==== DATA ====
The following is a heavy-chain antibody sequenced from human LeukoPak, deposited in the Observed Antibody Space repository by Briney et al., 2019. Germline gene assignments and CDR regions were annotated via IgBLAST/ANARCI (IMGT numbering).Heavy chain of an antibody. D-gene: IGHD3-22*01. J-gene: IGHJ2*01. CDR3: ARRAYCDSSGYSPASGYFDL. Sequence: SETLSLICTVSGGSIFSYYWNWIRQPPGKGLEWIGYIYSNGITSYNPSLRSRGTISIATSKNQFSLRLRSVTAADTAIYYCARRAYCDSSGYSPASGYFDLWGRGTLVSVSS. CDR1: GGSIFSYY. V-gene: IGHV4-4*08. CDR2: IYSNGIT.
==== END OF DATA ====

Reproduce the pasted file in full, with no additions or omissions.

The following is a heavy-chain antibody sequenced from human LeukoPak, deposited in the Observed Antibody Space repository by Briney et al., 2019. Germline gene assignments and CDR regions were annotated via IgBLAST/ANARCI (IMGT numbering).Heavy chain of an antibody. D-gene: IGHD3-22*01. J-gene: IGHJ2*01. CDR3: ARRAYCDSSGYSPASGYFDL. Sequence: SETLSLICTVSGGSIFSYYWNWIRQPPGKGLEWIGYIYSNGITSYNPSLRSRGTISIATSKNQFSLRLRSVTAADTAIYYCARRAYCDSSGYSPASGYFDLWGRGTLVSVSS. CDR1: GGSIFSYY. V-gene: IGHV4-4*08. CDR2: IYSNGIT.